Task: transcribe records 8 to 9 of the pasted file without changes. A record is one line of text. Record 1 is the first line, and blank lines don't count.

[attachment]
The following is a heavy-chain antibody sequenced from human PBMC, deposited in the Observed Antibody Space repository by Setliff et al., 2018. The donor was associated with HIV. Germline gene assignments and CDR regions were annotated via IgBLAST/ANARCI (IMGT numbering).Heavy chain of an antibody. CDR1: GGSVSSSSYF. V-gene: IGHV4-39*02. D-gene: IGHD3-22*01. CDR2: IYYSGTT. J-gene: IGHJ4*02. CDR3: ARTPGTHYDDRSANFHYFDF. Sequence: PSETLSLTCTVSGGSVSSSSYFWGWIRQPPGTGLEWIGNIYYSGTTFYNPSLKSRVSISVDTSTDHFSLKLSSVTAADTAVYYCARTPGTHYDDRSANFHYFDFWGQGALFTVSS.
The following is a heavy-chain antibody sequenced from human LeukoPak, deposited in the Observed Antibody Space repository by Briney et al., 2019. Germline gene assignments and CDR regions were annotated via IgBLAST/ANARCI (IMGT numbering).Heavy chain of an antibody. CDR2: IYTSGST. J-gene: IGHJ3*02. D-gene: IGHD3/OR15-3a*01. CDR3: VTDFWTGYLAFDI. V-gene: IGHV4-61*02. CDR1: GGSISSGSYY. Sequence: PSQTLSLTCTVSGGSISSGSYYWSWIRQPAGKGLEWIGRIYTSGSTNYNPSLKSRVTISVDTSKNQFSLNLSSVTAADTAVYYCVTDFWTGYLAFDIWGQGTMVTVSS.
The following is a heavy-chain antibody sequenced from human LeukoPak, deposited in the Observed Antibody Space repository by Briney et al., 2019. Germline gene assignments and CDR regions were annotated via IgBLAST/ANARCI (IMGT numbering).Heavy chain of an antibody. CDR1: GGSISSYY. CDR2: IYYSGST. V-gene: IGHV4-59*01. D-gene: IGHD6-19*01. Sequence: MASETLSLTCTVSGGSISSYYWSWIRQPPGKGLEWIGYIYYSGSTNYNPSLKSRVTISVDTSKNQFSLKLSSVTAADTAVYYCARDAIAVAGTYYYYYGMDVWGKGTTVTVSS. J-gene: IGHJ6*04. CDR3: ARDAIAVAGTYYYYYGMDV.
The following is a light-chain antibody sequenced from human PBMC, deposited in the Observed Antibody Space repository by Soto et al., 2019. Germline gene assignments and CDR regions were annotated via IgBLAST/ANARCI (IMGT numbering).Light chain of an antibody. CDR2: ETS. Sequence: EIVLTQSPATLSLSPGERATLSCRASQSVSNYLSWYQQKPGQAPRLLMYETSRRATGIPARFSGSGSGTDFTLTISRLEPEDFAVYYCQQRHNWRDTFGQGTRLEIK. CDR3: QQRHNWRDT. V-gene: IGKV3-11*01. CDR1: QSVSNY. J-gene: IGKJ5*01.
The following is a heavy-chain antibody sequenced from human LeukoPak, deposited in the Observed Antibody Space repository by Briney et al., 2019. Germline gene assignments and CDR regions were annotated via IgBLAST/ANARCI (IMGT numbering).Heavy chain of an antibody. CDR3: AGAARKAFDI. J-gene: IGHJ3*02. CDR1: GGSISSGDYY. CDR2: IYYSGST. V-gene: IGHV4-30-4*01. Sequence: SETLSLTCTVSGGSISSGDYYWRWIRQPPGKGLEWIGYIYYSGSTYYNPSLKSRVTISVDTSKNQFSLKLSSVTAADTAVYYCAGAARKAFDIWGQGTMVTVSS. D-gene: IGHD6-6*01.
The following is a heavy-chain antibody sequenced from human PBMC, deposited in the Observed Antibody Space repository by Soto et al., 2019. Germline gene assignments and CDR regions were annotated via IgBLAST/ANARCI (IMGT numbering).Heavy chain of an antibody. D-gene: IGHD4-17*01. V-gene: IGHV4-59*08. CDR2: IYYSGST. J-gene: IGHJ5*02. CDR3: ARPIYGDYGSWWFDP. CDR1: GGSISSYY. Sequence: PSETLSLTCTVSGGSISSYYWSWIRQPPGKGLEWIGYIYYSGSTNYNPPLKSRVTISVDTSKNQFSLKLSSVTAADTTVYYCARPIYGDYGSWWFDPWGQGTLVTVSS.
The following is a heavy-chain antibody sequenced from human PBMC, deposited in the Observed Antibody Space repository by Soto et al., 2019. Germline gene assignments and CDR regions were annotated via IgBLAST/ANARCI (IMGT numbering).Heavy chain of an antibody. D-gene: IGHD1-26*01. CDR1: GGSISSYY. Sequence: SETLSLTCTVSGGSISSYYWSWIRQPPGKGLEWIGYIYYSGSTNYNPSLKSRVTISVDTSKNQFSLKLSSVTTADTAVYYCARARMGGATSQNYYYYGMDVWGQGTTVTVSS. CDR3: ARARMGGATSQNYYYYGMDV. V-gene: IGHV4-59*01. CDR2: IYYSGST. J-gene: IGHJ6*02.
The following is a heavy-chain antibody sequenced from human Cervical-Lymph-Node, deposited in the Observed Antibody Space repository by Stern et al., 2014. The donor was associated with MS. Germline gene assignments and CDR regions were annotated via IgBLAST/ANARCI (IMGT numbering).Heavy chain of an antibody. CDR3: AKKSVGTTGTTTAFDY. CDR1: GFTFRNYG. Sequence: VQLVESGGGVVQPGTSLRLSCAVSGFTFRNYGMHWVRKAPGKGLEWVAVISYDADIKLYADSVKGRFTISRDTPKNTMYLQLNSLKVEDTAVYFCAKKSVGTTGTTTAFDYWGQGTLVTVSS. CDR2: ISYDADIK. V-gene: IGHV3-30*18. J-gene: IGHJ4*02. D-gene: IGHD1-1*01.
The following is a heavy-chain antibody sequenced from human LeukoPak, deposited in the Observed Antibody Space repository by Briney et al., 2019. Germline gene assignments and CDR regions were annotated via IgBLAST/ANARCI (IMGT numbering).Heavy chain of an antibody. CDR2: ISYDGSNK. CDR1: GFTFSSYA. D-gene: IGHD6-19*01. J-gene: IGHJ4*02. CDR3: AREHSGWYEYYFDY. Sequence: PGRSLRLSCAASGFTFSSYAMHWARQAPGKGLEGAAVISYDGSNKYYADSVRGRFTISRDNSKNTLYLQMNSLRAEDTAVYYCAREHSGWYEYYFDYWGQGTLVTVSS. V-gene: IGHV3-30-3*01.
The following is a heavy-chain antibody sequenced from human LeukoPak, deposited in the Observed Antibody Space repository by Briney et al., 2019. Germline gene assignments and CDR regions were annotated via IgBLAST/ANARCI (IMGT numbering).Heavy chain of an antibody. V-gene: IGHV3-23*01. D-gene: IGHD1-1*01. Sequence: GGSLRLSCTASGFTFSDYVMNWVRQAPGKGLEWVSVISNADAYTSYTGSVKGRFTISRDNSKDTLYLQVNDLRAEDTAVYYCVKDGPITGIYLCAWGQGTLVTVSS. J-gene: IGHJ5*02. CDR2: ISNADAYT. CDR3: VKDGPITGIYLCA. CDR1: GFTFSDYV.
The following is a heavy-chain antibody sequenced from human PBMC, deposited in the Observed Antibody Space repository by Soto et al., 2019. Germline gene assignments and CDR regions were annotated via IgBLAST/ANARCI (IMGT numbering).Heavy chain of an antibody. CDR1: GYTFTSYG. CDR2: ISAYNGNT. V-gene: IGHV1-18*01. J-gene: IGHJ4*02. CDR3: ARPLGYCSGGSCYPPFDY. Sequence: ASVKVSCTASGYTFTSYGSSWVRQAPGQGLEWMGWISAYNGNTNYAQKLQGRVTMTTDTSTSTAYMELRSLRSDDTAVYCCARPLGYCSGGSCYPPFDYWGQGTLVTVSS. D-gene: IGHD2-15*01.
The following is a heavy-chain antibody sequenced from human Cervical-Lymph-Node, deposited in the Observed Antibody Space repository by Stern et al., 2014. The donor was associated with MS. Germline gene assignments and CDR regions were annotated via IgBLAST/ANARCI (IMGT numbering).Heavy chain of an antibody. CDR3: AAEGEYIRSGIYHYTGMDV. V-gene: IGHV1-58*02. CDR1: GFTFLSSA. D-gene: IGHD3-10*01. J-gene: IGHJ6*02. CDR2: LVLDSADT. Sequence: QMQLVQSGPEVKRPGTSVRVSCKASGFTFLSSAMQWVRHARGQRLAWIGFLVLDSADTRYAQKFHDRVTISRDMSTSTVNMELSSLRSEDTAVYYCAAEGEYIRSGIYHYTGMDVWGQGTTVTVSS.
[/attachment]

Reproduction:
The following is a heavy-chain antibody sequenced from human Cervical-Lymph-Node, deposited in the Observed Antibody Space repository by Stern et al., 2014. The donor was associated with MS. Germline gene assignments and CDR regions were annotated via IgBLAST/ANARCI (IMGT numbering).Heavy chain of an antibody. CDR3: AKKSVGTTGTTTAFDY. CDR1: GFTFRNYG. Sequence: VQLVESGGGVVQPGTSLRLSCAVSGFTFRNYGMHWVRKAPGKGLEWVAVISYDADIKLYADSVKGRFTISRDTPKNTMYLQLNSLKVEDTAVYFCAKKSVGTTGTTTAFDYWGQGTLVTVSS. CDR2: ISYDADIK. V-gene: IGHV3-30*18. J-gene: IGHJ4*02. D-gene: IGHD1-1*01.
The following is a heavy-chain antibody sequenced from human LeukoPak, deposited in the Observed Antibody Space repository by Briney et al., 2019. Germline gene assignments and CDR regions were annotated via IgBLAST/ANARCI (IMGT numbering).Heavy chain of an antibody. CDR2: ISYDGSNK. CDR1: GFTFSSYA. D-gene: IGHD6-19*01. J-gene: IGHJ4*02. CDR3: AREHSGWYEYYFDY. Sequence: PGRSLRLSCAASGFTFSSYAMHWARQAPGKGLEGAAVISYDGSNKYYADSVRGRFTISRDNSKNTLYLQMNSLRAEDTAVYYCAREHSGWYEYYFDYWGQGTLVTVSS. V-gene: IGHV3-30-3*01.